TWO YEARS ago, Alan Wilson made the difficult decision to hand what could be the most important case of his career to another prosecutor. And not just any prosecutor but one whom he acknowledged for the first time last week that he didn’t particularly trust.
Scoppe: In Pascoe v. Wilson, the law seems to be on Wilson’s side
He did this because a Circuit Court judge was impeding his investigation of then-House Speaker Bobby Harrell, and the Supreme Court was putting out some worrisome vibes. He knew that the only way the most powerful man in state government would ever be charged, much less convicted, was if Mr. Wilson was able to make that judge and Mr. Harrell believe that he was out of the picture.
Three months later, First Circuit Solicitor David Pascoe brought minor corruption charges that ended Mr. Harrell’s political career — which was precisely what our state needed.
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Today, it’s time for Mr. Pascoe to show that same concern for justice above self.
Ariail on the Alan Wilson-David Pascoe dispute
It seems clear that Mr. Wilson is right when he says that state law allows only the attorney general to initiate a State Grand Jury investigation, in conjunction with the chief of SLED. Mr. Pascoe tried to bypass this requirement by using a procedure that allows the attorney general’s designee to expand the scope of an ongoing probe. But if the court allowed that procedure to be used to launch an entirely new State Grand Jury investigation — as this would be, since the old Harrell grand jury was disbanded nearly two years ago — it would invalidate the two-signature requirement, which was crucial to the Legislature’s willingness to pass the grand jury law.
But we are at an impasse, and Mr. Pascoe’s criminal case against one or more legislators cannot go forward as long as he refuses to acknowledge that he couldn’t launch that investigation and, more importantly, that Mr. Wilson had the authority to replace him as prosecutor even though Mr. Wilson had recused himself from the case.
There are at least three ways the impasse can be broken, and the best option is for Mr. Pascoe and Mr. Wilson to come to an agreement. This might sound crazy, but I think it’s possible that both men have been acting in good faith; the problem is that neither believes that of the other, for reasons that clearly predate this standoff.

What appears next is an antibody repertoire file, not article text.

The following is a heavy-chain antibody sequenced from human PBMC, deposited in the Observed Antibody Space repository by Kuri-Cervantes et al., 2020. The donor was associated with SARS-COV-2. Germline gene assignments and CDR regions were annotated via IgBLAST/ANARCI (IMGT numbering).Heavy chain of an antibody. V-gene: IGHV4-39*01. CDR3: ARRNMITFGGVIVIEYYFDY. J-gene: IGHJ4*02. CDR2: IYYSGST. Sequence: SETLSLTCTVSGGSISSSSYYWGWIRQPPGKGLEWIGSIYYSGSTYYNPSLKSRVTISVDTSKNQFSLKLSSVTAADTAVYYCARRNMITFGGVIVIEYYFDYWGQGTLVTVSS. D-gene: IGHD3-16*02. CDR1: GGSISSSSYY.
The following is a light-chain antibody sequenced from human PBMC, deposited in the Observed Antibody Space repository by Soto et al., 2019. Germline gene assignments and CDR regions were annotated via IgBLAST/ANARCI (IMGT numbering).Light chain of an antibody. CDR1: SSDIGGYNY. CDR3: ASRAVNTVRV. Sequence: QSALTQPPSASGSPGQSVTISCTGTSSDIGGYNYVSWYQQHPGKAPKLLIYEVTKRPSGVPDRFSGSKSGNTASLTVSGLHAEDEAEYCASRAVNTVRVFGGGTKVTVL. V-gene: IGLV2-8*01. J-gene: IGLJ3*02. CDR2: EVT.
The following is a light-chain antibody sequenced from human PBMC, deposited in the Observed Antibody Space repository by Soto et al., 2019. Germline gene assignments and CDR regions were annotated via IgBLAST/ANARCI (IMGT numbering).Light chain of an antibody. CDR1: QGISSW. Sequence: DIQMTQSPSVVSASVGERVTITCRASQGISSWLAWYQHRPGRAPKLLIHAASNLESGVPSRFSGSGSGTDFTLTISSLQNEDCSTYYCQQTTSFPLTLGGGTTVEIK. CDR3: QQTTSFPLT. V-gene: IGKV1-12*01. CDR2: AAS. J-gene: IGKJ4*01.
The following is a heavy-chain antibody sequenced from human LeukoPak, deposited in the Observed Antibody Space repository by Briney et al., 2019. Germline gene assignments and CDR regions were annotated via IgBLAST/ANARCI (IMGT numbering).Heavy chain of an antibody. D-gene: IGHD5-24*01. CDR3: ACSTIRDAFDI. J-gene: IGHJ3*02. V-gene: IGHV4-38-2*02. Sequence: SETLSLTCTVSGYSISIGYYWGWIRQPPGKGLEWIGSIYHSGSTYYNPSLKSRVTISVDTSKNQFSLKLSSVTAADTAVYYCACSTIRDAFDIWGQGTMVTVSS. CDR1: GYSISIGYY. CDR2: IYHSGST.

My resolution would start with Mr. Pascoe saying, “I misunderstood the law, and as a result I assumed that the attorney general had dishonest motives when he removed me from the case, so I did what I thought I needed to do to preserve the integrity of this investigation. I am withdrawing my petitions to the Supreme Court and asking Mr. Wilson to do what he says he was willing to do on Good Friday: Sign the paperwork to properly initiate a State Grand Jury investigation that I would then oversee.”
And Mr. Wilson would need to accept the apology.
I asked Mr. Wilson if he would do that, and he said he would have to seriously consider it. But then he said his problem isn’t simply that he doesn’t trust Mr. Pascoe; the larger problem is that he believes Mr. Pascoe tainted his own ability to prosecute the case with what Mr. Wilson calls deceptive claims in his Supreme Court petitions.
Perhaps, but if Mr. Pascoe were to explain that his misreading of the law led him to bad assumptions about Mr. Wilson’s integrity, he could go a long way toward rehabilitating himself; it might make some people think he’s a sloppy lawyer, but the judge who signed off on the State Grand Jury investigation also seems to have misread the law.
How did SC State House probe turn into fight among prosecutors?
It seems to me that any damage Mr. Pascoe has done to himself would be outweighed by having the case prosecuted by the person who has been working on it for nearly a year, rather than another prosecutor who isn’t invested in it.
If Mr. Pascoe drops his appeals but Mr. Wilson won’t let him retain the case, then at least we would be at a place where the attorney general could reassign the case without any legal questions. And he would need to do so, quickly, naming someone whose integrity and judgment are beyond question.
Finally, if none of that happens, the Supreme Court needs to do two of the things Mr. Pascoe is asking it to do: It needs to accept original jurisdiction — that is, to bypass the lower courts and hear the case itself. And it needs to expedite the case, because the public’s already-fragile trust in our criminal justice system’s ability to deal with political corruption is under great strain.
Once it does that, the court needs to think beyond this one case. If the court rules that recusal is forever and that it bars the attorney general from removing Mr. Pascoe from this investigation, it is saying that there are circumstances under which the attorney general is barred from exercising his constitutional duty to oversee the prosecution of all criminal cases in our state.
And that emasculation of attorneys general would have implications that go far, far beyond this case.
Ms. Scoppe writes editorials and columns for The State. Reach her at email@example.com or (803) 771-8571 or follow her on Twitter @CindiScoppe.